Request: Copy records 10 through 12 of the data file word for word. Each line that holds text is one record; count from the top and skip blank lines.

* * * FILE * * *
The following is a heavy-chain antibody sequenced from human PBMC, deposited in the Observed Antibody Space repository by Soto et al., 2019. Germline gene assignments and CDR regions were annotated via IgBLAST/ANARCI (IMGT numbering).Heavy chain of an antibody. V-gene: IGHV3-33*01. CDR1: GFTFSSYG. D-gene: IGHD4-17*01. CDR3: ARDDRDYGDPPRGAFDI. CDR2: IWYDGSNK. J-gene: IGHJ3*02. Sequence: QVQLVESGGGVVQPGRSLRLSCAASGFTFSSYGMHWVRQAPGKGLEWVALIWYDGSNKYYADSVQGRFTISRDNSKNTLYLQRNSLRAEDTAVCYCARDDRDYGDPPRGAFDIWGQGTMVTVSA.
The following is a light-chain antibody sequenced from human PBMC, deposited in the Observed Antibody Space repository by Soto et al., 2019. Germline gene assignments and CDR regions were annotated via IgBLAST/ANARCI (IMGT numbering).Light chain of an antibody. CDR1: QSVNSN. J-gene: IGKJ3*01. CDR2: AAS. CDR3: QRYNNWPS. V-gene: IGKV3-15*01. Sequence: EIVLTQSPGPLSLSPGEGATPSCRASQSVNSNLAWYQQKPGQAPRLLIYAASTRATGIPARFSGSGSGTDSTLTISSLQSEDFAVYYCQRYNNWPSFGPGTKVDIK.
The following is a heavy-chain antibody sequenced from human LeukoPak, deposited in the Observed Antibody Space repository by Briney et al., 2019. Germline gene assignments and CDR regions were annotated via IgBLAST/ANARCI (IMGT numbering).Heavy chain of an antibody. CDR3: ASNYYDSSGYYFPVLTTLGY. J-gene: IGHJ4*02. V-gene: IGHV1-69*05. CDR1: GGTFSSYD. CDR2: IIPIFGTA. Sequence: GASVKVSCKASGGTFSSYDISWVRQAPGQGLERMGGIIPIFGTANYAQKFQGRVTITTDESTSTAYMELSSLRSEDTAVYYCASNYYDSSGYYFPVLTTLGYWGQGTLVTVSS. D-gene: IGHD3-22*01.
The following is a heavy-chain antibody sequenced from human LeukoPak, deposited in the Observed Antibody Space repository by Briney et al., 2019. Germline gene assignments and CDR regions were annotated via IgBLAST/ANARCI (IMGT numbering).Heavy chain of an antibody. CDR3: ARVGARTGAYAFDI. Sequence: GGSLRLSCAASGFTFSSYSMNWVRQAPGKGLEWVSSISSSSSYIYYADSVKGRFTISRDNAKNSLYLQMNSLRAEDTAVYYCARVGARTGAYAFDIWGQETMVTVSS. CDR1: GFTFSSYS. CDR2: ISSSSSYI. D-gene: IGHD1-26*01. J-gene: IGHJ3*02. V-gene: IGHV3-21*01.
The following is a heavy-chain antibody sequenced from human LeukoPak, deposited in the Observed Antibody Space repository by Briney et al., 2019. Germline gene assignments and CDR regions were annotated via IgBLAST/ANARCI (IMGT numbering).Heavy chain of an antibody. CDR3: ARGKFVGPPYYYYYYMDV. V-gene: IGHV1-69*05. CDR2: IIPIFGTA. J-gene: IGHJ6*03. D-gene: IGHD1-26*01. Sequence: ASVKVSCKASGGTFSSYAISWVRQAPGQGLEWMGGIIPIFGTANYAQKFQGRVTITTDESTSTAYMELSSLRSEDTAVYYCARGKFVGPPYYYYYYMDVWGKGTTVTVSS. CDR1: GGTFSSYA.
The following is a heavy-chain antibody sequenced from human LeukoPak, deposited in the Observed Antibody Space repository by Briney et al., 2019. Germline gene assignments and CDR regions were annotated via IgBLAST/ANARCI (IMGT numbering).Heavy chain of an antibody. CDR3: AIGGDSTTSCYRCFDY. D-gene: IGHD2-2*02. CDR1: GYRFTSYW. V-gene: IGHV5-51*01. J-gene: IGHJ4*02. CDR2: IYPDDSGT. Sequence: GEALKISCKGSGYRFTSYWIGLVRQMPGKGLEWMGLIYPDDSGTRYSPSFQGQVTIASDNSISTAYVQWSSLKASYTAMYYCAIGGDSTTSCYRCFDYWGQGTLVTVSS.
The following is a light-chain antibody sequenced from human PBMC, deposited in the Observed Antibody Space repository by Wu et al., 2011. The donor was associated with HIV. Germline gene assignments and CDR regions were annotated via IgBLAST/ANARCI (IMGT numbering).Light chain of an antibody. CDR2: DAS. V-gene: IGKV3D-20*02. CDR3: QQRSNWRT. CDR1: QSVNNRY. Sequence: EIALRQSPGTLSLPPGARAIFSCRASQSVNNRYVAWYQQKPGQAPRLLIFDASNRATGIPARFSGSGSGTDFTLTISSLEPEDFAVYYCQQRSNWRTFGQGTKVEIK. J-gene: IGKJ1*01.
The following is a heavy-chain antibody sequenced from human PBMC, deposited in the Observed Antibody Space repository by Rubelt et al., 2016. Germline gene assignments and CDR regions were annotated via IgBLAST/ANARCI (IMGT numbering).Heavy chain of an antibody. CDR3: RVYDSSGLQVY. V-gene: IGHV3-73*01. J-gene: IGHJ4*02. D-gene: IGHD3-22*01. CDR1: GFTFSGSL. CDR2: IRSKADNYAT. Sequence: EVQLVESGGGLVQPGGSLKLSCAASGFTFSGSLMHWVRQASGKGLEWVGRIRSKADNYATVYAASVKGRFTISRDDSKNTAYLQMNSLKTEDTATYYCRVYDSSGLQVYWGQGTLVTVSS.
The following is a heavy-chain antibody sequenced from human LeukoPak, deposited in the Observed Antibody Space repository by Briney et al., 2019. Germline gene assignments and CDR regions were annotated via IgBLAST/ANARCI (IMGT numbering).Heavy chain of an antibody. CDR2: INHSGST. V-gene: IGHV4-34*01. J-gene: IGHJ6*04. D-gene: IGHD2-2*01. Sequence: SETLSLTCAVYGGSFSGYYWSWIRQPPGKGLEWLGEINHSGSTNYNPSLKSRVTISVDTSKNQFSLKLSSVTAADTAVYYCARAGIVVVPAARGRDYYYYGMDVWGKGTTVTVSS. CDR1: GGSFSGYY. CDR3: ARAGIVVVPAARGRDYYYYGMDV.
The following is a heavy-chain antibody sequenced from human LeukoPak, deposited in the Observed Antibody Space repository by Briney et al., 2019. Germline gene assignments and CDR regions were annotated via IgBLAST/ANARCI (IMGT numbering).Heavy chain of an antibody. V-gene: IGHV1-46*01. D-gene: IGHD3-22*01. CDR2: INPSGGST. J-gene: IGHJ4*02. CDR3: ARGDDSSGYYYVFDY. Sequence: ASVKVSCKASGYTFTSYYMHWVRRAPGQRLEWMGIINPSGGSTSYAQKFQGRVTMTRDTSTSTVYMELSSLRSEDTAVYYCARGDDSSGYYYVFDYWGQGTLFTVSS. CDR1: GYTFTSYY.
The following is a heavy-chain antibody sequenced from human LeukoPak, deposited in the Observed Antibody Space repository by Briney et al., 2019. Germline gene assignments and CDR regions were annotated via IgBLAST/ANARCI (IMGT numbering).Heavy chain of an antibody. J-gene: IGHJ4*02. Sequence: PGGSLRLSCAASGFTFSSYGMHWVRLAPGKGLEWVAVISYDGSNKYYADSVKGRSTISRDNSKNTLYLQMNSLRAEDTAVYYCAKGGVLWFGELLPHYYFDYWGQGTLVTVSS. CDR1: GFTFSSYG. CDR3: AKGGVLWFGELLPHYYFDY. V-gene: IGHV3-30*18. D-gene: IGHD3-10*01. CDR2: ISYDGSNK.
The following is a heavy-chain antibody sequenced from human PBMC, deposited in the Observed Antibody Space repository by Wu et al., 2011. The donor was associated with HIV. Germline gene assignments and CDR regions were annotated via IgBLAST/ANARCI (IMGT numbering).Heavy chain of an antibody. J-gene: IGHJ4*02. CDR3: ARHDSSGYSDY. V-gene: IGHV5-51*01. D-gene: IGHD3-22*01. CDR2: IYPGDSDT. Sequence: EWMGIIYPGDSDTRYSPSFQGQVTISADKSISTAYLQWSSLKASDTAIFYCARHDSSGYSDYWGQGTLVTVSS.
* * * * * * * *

The following is a heavy-chain antibody sequenced from human LeukoPak, deposited in the Observed Antibody Space repository by Briney et al., 2019. Germline gene assignments and CDR regions were annotated via IgBLAST/ANARCI (IMGT numbering).Heavy chain of an antibody. V-gene: IGHV1-46*01. D-gene: IGHD3-22*01. CDR2: INPSGGST. J-gene: IGHJ4*02. CDR3: ARGDDSSGYYYVFDY. Sequence: ASVKVSCKASGYTFTSYYMHWVRRAPGQRLEWMGIINPSGGSTSYAQKFQGRVTMTRDTSTSTVYMELSSLRSEDTAVYYCARGDDSSGYYYVFDYWGQGTLFTVSS. CDR1: GYTFTSYY.
The following is a heavy-chain antibody sequenced from human LeukoPak, deposited in the Observed Antibody Space repository by Briney et al., 2019. Germline gene assignments and CDR regions were annotated via IgBLAST/ANARCI (IMGT numbering).Heavy chain of an antibody. J-gene: IGHJ4*02. Sequence: PGGSLRLSCAASGFTFSSYGMHWVRLAPGKGLEWVAVISYDGSNKYYADSVKGRSTISRDNSKNTLYLQMNSLRAEDTAVYYCAKGGVLWFGELLPHYYFDYWGQGTLVTVSS. CDR1: GFTFSSYG. CDR3: AKGGVLWFGELLPHYYFDY. V-gene: IGHV3-30*18. D-gene: IGHD3-10*01. CDR2: ISYDGSNK.
The following is a heavy-chain antibody sequenced from human PBMC, deposited in the Observed Antibody Space repository by Wu et al., 2011. The donor was associated with HIV. Germline gene assignments and CDR regions were annotated via IgBLAST/ANARCI (IMGT numbering).Heavy chain of an antibody. J-gene: IGHJ4*02. CDR3: ARHDSSGYSDY. V-gene: IGHV5-51*01. D-gene: IGHD3-22*01. CDR2: IYPGDSDT. Sequence: EWMGIIYPGDSDTRYSPSFQGQVTISADKSISTAYLQWSSLKASDTAIFYCARHDSSGYSDYWGQGTLVTVSS.